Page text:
Oh, and the title; it’s from a scene in the always excellent movie, The Princess Bride, and came to mind only because it hurts… The wallowing in freakish misery business doesn’t sound like my bag at all.
This medical adventure suddenly got enormously interestinger today… I missed a call from Dr. Miller this morning, but he left a voicemail message to share with me the preliminary results that came back from the biopsy on the tumor he removed from my jaw on Monday. The results point to the presence of non-Hodgkins lymphoma. Not cool in the least.
The surgery on Monday went well enough; got there bright & early at 6:45 & waited for a good half-hour for the staff to get things prepped. The doc came in, put me out, and about two hours later they wheeled me out, minus two teeth and a chunk of my jaw. I don’t remember much of anything of that part or the ride home; I do remember giving the nurses a hard time about not being able to take my teeth home as souvenirs, so they sent me home with a Siouxland Oral Surgery mug as a consolation prize. I’m told that I was pretty chatty on the ride home, but I don’t remember much of that at all; good drugs. I went straight to bed, and woke up a couple hours later feeling pretty beat up. I stayed home the rest of that day and Tuesday as well; went to work on Wednesday though, and it went well, although Yvonne wouldn’t let me drive myself, what with the hydrocodone I had been taking for pain. Today was better still, down to just acetaminophen and ibuprofen for pain; the pain is still there, but tolerable. The biggest issue is the stupid stitches. I hope they fall out soon!
During our initial consultation, Dr. Miller told us that the tumor didn’t appear to be cancerous because cancer generally goes right through a bone rather than consuming/replacing the bone as this one did, so this preliminary diagnosis was a bit of a shock. It kinda makes sense though, considering that the brown tumor is generally a side effect of a problem with the parathyroid, and I suppose that problem could be a result of the lymphoma… Just conjecture at this point, plus this is all based on a preliminary diagnosis. We’re still a week away from the final results of the biopsy.
But that preliminary result was alarming enough to Dr. Miller that he alerted my family doctor & passed the results on to him. The family doc in turn got on the horn with an oncologist right away, and I’m now scheduled to check in at Sanford tomorrow at 1:30 for a CT scan and an MRI. Dr. DeHaan, my family doc, said he was surprised at the finding; he’d never heard of something like that manifesting itself in the jaw, and neither had Dr. Bleeker, the oncologist he referred me to. We’re proceeding as though this is the real deal, so it’ll be interesting to see how it all plays out. I’m hoping that preliminary finding is wrong, but I guess it’s best to prepare for the worst.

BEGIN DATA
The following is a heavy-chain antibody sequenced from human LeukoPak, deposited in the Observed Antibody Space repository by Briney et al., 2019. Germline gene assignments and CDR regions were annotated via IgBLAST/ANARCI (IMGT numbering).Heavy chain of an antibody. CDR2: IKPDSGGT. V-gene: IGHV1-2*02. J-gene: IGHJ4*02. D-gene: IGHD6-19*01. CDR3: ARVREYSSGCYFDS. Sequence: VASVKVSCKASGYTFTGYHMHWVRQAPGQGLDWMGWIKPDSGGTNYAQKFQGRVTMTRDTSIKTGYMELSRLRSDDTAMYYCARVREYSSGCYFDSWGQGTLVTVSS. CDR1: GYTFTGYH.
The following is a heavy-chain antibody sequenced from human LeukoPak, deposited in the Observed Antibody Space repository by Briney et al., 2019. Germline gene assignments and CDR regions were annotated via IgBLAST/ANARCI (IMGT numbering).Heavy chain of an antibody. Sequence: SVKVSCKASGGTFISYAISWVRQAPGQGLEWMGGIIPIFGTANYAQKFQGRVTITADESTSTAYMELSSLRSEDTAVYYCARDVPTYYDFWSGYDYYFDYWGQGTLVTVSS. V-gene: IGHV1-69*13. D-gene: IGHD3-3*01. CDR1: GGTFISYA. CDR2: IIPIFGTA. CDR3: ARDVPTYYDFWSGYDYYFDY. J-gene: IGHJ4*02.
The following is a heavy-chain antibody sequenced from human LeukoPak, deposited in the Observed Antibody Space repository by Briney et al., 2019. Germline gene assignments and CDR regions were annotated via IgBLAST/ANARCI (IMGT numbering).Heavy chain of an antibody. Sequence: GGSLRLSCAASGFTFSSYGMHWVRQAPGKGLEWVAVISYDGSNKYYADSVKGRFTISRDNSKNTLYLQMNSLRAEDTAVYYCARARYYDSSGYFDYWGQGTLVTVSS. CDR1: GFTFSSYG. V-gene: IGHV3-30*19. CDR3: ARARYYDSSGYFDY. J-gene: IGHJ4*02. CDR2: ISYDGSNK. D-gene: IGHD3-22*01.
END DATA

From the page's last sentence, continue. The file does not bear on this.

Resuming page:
Since that first call, I’ve been on the verge of tears every time I think about it, not so much for me but for Yvonne, and how she is going to handle all of this. Last weekend she told me that she felt we were heading into a storm, and it’s looking like she was right. She’s working today, so I decided to just wait until she gets home to tell her the news; no sense in wrecking her day at work too.
The e23 745i was never sold in the US, so every one of them is a gray-market import; in most every case the car was originally purchased by someone who really wanted one and went to extreme lengths to purchase, import and federalize the car. The e23 735i was the version sold in the US, which is built on the same platform and had similar options available, but never the turbo.
BMW monikers usually follow the engine displacement, although somewhat loosely; the 735i in the e23 lineup means it was a seven series with a 3.5 liter M30 (actually 3,430ccs, but who’s counting?), whereas the 745i had a 3,430cc m106, but BMW reasoned that the turbo added power that was equivalent to about an additional liter of displacement, so it was the 745i.